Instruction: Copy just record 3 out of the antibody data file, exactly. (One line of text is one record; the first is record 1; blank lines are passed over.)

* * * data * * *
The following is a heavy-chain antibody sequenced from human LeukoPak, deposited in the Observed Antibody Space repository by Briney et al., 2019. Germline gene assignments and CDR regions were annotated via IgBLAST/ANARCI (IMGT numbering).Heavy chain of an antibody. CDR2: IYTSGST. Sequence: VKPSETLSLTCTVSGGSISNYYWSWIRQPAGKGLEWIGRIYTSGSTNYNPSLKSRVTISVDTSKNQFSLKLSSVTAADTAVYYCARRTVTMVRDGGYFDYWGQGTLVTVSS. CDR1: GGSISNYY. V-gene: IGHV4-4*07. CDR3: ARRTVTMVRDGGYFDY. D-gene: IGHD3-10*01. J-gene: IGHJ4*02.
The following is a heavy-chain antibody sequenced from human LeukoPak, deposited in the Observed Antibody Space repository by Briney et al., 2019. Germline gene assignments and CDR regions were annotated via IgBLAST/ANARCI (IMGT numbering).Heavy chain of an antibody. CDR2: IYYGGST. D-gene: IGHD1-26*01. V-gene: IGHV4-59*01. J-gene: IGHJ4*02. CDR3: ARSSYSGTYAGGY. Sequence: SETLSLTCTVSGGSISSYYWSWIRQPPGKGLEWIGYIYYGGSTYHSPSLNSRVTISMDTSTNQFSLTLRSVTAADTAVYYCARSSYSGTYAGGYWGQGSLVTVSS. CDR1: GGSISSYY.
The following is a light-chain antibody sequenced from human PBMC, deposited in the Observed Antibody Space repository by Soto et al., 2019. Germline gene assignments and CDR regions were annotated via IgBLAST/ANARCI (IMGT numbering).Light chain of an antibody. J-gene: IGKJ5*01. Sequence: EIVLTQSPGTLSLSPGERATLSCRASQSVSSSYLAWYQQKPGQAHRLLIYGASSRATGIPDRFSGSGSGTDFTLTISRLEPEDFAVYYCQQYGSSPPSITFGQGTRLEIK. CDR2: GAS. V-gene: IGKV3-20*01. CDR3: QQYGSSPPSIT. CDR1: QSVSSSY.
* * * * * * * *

The following is a light-chain antibody sequenced from human PBMC, deposited in the Observed Antibody Space repository by Soto et al., 2019. Germline gene assignments and CDR regions were annotated via IgBLAST/ANARCI (IMGT numbering).Light chain of an antibody. J-gene: IGKJ5*01. Sequence: EIVLTQSPGTLSLSPGERATLSCRASQSVSSSYLAWYQQKPGQAHRLLIYGASSRATGIPDRFSGSGSGTDFTLTISRLEPEDFAVYYCQQYGSSPPSITFGQGTRLEIK. CDR2: GAS. V-gene: IGKV3-20*01. CDR3: QQYGSSPPSIT. CDR1: QSVSSSY.